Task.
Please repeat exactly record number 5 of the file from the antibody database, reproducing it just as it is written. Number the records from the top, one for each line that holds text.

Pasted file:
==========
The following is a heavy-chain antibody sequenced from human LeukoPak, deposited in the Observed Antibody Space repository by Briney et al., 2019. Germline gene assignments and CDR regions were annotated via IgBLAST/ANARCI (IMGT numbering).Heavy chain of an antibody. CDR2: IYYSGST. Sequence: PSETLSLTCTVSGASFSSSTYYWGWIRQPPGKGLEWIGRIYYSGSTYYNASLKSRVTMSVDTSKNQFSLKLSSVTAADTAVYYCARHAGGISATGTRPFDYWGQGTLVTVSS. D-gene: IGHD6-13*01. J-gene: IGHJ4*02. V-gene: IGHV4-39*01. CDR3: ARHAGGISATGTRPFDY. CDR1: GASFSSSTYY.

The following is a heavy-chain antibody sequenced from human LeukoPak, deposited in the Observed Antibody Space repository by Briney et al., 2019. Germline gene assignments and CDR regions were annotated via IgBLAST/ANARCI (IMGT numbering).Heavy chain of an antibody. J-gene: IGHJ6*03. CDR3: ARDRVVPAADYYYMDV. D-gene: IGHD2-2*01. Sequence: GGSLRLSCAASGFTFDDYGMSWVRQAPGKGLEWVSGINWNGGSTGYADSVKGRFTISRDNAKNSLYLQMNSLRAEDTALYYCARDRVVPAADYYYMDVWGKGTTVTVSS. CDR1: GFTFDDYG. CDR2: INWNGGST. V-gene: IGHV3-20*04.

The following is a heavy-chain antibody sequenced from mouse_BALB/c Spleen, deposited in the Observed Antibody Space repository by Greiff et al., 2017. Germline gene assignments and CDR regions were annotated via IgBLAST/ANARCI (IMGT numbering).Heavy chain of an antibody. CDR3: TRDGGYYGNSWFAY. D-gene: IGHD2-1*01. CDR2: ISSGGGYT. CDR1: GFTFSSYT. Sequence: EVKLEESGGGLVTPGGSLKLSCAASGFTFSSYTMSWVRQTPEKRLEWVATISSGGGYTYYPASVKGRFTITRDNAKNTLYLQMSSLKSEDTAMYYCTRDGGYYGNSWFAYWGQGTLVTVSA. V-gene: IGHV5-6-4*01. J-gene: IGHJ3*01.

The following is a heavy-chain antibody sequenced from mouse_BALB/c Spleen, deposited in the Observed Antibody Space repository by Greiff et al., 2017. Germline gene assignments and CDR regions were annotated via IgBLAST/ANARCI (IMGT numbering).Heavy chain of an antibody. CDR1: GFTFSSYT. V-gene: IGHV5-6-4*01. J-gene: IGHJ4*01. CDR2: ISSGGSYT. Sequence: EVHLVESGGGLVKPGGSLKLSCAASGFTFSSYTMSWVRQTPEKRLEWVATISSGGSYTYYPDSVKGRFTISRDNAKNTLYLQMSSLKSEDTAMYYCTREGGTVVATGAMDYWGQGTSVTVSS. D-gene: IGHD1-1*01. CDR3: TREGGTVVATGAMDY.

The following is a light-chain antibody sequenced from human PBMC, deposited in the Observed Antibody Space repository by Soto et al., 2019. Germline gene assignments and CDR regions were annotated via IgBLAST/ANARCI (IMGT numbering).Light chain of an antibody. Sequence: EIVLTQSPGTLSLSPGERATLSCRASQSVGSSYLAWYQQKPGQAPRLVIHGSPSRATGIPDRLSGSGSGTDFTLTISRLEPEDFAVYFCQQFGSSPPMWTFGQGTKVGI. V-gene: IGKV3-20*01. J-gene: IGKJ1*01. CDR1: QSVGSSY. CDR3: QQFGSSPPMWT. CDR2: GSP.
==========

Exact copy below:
The following is a light-chain antibody sequenced from human PBMC, deposited in the Observed Antibody Space repository by Soto et al., 2019. Germline gene assignments and CDR regions were annotated via IgBLAST/ANARCI (IMGT numbering).Light chain of an antibody. Sequence: EIVLTQSPGTLSLSPGERATLSCRASQSVGSSYLAWYQQKPGQAPRLVIHGSPSRATGIPDRLSGSGSGTDFTLTISRLEPEDFAVYFCQQFGSSPPMWTFGQGTKVGI. V-gene: IGKV3-20*01. J-gene: IGKJ1*01. CDR1: QSVGSSY. CDR3: QQFGSSPPMWT. CDR2: GSP.